Oprah: The one thing I’ll take is the statue of Sojourner Truth that Jamie Foxx gave me for my birthday last year. It was a study used for the statue that Hillary Clinton and Michelle Obama unveiled in the Emancipation Hall of the Capitol. I have it sitting on the table behind the sofa, in front of my desk, so I look directly at Sojourner Truth. Even in my youth, she was the historical figure I most identified with. Because even though she was born a slave, she was able to speak. She could communicate with people from all different backgrounds. She could speak to the most disenfranchised groups, and she could also speak to Congress. She was invited to the White House by Lincoln. Jamie didn’t know that I’d been reciting her “Ain’t I a Woman?” speech my whole life, or that when I die, I want to go out like a comet in the sky, which is something she said about her own life. But he gave me that statue, and it will come with me when I go.

Gayle: The thing is, Oprah, I understand that it’s time for the show to end. I know it’s the right decision, but it really is the end of an era.

Oprah: Well, it’s a great compliment to have people feel this way. But I’ve always known I didn’t want anybody to have to drag me off the stage. You have to run your own race. Run it like a marathon. And just steadily build energy for yourself so that when you’re on the last lap, you’re stronger than ever. And that is really what we’ve done. I think this season has been the best of our entire journey.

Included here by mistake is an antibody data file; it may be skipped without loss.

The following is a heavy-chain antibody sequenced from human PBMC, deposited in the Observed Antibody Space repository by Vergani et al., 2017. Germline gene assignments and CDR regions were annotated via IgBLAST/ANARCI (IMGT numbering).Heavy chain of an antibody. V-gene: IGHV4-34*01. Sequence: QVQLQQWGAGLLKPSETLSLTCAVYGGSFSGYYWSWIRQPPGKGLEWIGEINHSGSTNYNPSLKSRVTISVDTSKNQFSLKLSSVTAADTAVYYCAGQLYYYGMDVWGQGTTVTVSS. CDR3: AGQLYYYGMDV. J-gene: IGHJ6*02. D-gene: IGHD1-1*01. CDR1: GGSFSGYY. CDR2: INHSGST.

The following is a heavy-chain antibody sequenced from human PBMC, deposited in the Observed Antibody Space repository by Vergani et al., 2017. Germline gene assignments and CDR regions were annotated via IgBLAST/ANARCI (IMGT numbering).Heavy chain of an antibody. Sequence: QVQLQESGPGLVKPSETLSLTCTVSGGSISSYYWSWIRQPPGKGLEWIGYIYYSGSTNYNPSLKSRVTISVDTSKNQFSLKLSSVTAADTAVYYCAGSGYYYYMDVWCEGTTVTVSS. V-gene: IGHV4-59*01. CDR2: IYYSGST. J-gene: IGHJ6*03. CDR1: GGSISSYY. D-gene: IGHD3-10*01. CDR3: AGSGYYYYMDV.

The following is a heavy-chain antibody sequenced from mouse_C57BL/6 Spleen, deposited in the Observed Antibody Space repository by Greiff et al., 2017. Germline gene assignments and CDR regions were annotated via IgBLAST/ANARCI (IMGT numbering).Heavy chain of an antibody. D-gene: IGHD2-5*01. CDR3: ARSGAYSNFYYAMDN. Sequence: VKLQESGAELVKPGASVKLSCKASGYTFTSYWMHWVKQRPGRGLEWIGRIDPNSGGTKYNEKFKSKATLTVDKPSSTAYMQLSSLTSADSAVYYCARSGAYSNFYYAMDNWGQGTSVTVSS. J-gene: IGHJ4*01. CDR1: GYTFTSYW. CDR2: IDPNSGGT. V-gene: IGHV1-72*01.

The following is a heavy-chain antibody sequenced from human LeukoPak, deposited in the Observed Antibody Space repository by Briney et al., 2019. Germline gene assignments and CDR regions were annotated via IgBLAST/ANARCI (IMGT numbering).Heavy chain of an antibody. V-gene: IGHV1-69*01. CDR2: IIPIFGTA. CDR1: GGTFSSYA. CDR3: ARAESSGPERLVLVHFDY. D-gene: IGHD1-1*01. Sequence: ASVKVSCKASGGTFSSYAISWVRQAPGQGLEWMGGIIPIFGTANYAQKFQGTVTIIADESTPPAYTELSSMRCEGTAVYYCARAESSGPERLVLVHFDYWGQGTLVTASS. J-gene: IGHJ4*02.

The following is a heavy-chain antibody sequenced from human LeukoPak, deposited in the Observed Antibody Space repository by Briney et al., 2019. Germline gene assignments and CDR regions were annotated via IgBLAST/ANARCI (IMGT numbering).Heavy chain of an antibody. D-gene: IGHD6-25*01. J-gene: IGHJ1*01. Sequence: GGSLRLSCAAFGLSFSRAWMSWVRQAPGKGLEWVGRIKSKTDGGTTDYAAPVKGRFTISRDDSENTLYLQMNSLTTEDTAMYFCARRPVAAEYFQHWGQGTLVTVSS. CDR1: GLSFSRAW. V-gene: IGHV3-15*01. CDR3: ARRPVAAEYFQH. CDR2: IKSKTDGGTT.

Gayle: That’s true. There have been a lot of people coming back on the show for one final appearance. I keep thinking about Diana Ross singing “It’s Hard for Me to Say.” I felt so emotional watching that. Because I remember watching Diana Ross as a girl, and I know you watched her, too.

Oprah: Not just watched her. Idolized her. That was one of the most moving moments of my life, Diana Ross singing to me on the show — I didn’t know it was coming. All of a sudden, she just goes, “May I say something?” She was like, “Where’s my microphone?” And I thought, “Oh, Lord,” because I don’t like surprises. But when she started singing, it was a surreal moment for me. It took me right back to the first time I saw her on The Ed Sullivan Show. I could feel the chenille green spread that covered the sofa upstairs in the flat that my mother rented. It was like I was right back there watching on the black-and-white Zenith, astonished that there could be this beautiful black woman on TV. Imagine being 10 years old, and it’s the first time you’ve ever seen a projected image of somebody who looks like you, and it isn’t something somebody else is making fun of. It isn’t Buckwheat from The Little Rascals. It isn’t demeaning in any way.

Gayle: I know! She was so sophisticated.

Oprah: The Supremes were just — good Lord. So, the fact that this could happen in my lifetime — Diana Ross singing on my show! That that could happen is just a miracle. I kept thinking, “Okay, maybe I am gonna marry Paul McCartney.” [Laughter] That’s the only other dream I had.